Namibian meat industry, one of the country’s largest foreign exchange earners, is turning east in search of new lucrative markets. Beef is the largest of the meat subsector in Namibia followed by lamb, mutton and goat meat.  

As of 2022, Namibia’s top beef export destinations are the EU with 29% of total beef exports, Norway with 25% and South Africa with 24%, according to data from the Meat Board of Namibia.  

As beef production is a key economic driver, contributing to about 70% of the country’s agricultural GDP, Namibia has been trying to diversify its export markets to fetch higher income for its people. 

In 2020, Namibia become the first African country to export red meat to the United States, following nearly two decades of negotiations. State-owned meat firm Meatco sent the country’s first shipment of 25 tons to the United States in February of that year with hopes of increasing exports to 5,000 tons by 2025.  

The Namibian beef industry is also turning East and recently embarked on a trade mission seeking to explore new meat and meat products markets in the Middle East. According to the Namibia Agriculture Union (NAU) newsletter, trade missions were sent in August this year to United Arab Emirates (UAE) and Qatar to explore new markets for Namibia’s meat and meat products.

“This mission offers exciting possibilities for expanding Namibia’s high-quality meat exports, attracting investments and creating more jobs in the country’s livestock industry,” the NAU said. Other countries on Namibia’s radar are Saudi Arabia and Kuwait which according to Dubai Chambers consume the most meat.  

Namibia’s minister agriculture, water and land reform, Callle Schlettwein also recently revealed that the South African nation was in the final stages of negotiations to secure a deal to export Namibia’s beef to China, the world’s third largest market for beef, according to Research and Markets. 

“When finalised, this will open up a significant market for Namibian sheep and goat meat products, thus creating an opportunity for increased domestic productive capacity by producers,” Schlettwein said.  

Research done by economic analysts, High Economic Intelligence, has unfolded the need for the Namibian beef industry to invest in new infrastructure such as feedlots, equipment and drought-restocking schemes to boost productivity in the sector.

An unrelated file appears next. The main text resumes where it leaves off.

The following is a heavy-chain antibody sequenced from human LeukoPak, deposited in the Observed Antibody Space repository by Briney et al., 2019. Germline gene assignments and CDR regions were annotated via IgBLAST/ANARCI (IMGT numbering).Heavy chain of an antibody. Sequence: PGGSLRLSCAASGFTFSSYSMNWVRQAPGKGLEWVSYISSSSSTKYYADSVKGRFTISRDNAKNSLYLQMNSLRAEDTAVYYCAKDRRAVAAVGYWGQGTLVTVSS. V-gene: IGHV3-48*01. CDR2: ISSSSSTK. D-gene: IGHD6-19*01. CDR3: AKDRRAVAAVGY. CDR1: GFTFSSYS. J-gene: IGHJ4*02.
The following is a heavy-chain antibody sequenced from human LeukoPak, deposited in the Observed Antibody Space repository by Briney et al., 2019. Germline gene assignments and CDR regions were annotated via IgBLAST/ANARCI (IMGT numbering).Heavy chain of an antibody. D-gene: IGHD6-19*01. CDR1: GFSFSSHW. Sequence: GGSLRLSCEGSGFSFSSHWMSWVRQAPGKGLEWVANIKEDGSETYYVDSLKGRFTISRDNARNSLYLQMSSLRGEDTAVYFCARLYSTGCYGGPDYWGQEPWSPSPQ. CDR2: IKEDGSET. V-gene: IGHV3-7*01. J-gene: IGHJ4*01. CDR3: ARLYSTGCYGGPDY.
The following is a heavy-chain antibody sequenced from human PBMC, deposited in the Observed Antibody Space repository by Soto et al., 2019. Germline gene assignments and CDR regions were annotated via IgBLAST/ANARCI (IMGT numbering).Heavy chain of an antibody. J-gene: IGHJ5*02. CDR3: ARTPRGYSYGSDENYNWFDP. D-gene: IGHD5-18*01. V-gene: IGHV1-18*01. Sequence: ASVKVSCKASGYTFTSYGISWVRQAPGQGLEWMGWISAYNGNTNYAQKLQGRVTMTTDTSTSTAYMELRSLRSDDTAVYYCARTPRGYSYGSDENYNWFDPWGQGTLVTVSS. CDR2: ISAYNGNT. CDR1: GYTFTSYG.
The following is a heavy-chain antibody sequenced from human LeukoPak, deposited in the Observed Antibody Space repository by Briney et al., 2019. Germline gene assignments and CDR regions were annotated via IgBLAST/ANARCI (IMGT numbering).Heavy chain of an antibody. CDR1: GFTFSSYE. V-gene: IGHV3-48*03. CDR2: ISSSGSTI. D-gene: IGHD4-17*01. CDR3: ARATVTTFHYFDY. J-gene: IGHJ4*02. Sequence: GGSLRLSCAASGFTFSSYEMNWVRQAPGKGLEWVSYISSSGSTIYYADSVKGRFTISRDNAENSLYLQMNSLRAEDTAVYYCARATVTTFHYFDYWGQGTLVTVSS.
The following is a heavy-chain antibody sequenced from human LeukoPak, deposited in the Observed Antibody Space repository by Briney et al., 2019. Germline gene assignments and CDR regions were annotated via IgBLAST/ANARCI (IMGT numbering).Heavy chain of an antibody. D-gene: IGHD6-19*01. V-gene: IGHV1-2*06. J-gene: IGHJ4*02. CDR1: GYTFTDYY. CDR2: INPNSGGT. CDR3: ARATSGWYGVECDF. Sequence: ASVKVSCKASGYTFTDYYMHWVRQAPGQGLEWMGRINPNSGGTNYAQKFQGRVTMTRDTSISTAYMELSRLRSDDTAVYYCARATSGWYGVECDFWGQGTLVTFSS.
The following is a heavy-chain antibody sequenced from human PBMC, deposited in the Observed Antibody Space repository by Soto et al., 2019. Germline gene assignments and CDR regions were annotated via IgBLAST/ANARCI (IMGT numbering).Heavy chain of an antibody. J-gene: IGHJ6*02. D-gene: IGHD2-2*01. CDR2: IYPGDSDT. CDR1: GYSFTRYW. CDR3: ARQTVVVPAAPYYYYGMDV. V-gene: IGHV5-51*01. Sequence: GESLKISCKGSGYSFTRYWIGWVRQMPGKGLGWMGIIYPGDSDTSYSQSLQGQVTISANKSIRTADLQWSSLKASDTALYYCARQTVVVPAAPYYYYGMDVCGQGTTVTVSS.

Without adequate infrastructure, Namibia is at risk of continuing to lose income as a result of exporting live cattle which has low value compared to processed meat. Statistics issued by the Meat Board of Namibia show that live exports are taking over beef for the first 5 months of 2021.

Until May, Namibia exported 45 623 live animals, while local slaughtering stood at 29 379 head of cattle for both export and local consumption. Interestingly, the country only sold 1,800 tonnes of beef from the slaughtering of 18 156 head of cattle by the end of May. This is a decrease compared to the 3,300tonnesof beef sold last year from 23 396 head of cattle, the statistics show.  

The analysts also found that effective national and transboundary vaccination programmes and disease control measures are needed to safeguard the health of the cattle population.  In addition, Turimuye Uandara, an Economist at High Economic Intelligence says the application of the practices would help develop more productive and disease-resistant cattle breeds and better feeding strategies and foster collaboration among industry stakeholders.  

Capacity around standards also need to be boosted if Namibia is to fully exploit its beef export potential. Currently, Namibia does not have a halal certifying body that is recognised by the Gulf countries.  As short term solution, it might need to explore alternative options such as using South African halal certifying bodies accepted in the Gulf region.

Fortunately, the Halal Trade and Marketing Centre has provided valuable guidance on the certification process and has urged Namibia to speed up the certification process to meet the preferences and requirements of the UAE and Qatar markets.  

Namibia currently hold a unique position as one of the few African countries with access to top-paying global markets. Further investments however remain key in unleashing the country’s export potential which will have a direct impact on the large proportion of the country’s rural population that depends on this activity for food security, livelihoods and economic well-being.

This feature appeared in the September 2023 issue of FOOD BUSINESS AFRICA. You can read this and the entire magazine HERE